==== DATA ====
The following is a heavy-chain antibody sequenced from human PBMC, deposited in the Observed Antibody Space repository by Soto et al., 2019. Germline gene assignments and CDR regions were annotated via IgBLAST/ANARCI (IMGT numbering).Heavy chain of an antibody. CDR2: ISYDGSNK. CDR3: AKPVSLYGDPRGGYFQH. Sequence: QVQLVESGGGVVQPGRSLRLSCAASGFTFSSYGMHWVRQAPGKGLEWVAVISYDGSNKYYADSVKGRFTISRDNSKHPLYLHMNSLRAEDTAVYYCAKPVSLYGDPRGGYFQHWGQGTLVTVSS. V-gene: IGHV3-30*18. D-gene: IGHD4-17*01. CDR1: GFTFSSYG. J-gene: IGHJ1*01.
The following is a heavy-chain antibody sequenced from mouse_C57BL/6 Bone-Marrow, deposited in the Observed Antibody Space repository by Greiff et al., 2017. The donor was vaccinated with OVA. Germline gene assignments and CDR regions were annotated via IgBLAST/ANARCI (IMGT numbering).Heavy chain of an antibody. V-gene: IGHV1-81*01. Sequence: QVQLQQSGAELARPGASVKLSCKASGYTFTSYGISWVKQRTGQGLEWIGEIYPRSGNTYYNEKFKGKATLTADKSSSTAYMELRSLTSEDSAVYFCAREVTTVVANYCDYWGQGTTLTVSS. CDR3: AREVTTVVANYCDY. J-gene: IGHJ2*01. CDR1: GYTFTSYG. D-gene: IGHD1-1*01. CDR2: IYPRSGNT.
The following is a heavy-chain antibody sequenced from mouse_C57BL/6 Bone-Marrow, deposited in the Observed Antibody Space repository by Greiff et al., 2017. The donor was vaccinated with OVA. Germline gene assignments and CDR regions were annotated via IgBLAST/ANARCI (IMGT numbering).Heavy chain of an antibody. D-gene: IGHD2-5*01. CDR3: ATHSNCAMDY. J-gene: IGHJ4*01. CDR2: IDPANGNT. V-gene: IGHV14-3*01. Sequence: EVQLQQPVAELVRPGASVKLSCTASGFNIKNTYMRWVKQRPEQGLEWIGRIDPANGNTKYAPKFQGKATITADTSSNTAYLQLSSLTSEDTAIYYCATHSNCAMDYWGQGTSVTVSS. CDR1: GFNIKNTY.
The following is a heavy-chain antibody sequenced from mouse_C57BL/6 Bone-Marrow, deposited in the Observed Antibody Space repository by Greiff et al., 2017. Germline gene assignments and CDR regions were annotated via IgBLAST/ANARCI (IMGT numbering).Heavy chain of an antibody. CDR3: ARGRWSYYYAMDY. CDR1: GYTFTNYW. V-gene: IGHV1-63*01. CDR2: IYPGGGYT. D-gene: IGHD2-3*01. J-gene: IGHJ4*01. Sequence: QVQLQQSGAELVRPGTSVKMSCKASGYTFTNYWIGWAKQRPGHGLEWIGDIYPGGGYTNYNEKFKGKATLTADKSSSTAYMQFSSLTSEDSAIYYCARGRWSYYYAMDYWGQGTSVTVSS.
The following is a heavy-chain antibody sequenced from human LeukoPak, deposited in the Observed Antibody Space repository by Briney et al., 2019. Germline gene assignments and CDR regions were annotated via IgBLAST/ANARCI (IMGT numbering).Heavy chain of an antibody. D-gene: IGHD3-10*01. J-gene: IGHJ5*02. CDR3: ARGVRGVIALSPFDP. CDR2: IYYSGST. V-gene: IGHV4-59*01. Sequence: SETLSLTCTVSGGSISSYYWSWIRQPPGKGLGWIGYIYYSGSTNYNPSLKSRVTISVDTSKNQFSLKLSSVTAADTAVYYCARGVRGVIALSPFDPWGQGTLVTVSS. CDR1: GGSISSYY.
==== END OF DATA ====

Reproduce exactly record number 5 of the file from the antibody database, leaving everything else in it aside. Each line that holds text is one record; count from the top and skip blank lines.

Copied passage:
The following is a heavy-chain antibody sequenced from human LeukoPak, deposited in the Observed Antibody Space repository by Briney et al., 2019. Germline gene assignments and CDR regions were annotated via IgBLAST/ANARCI (IMGT numbering).Heavy chain of an antibody. D-gene: IGHD3-10*01. J-gene: IGHJ5*02. CDR3: ARGVRGVIALSPFDP. CDR2: IYYSGST. V-gene: IGHV4-59*01. Sequence: SETLSLTCTVSGGSISSYYWSWIRQPPGKGLGWIGYIYYSGSTNYNPSLKSRVTISVDTSKNQFSLKLSSVTAADTAVYYCARGVRGVIALSPFDPWGQGTLVTVSS. CDR1: GGSISSYY.